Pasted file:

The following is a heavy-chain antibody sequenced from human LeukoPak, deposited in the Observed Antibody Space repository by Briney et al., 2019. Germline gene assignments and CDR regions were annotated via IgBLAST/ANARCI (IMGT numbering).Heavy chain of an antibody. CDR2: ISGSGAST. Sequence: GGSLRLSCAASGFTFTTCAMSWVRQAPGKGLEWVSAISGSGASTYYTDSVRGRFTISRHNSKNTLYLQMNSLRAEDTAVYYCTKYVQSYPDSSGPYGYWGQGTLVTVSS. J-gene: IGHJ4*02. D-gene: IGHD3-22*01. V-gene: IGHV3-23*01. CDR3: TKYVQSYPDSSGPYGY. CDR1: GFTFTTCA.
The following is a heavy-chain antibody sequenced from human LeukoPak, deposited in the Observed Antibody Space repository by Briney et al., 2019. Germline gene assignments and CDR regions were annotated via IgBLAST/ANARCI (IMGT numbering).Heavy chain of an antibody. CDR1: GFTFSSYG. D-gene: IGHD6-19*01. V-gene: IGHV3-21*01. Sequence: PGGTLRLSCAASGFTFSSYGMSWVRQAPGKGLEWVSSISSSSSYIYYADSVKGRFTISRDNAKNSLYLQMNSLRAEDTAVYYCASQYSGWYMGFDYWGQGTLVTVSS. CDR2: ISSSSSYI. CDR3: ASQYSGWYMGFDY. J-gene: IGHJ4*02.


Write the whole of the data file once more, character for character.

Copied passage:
The following is a heavy-chain antibody sequenced from human LeukoPak, deposited in the Observed Antibody Space repository by Briney et al., 2019. Germline gene assignments and CDR regions were annotated via IgBLAST/ANARCI (IMGT numbering).Heavy chain of an antibody. CDR2: ISGSGAST. Sequence: GGSLRLSCAASGFTFTTCAMSWVRQAPGKGLEWVSAISGSGASTYYTDSVRGRFTISRHNSKNTLYLQMNSLRAEDTAVYYCTKYVQSYPDSSGPYGYWGQGTLVTVSS. J-gene: IGHJ4*02. D-gene: IGHD3-22*01. V-gene: IGHV3-23*01. CDR3: TKYVQSYPDSSGPYGY. CDR1: GFTFTTCA.
The following is a heavy-chain antibody sequenced from human LeukoPak, deposited in the Observed Antibody Space repository by Briney et al., 2019. Germline gene assignments and CDR regions were annotated via IgBLAST/ANARCI (IMGT numbering).Heavy chain of an antibody. CDR1: GFTFSSYG. D-gene: IGHD6-19*01. V-gene: IGHV3-21*01. Sequence: PGGTLRLSCAASGFTFSSYGMSWVRQAPGKGLEWVSSISSSSSYIYYADSVKGRFTISRDNAKNSLYLQMNSLRAEDTAVYYCASQYSGWYMGFDYWGQGTLVTVSS. CDR2: ISSSSSYI. CDR3: ASQYSGWYMGFDY. J-gene: IGHJ4*02.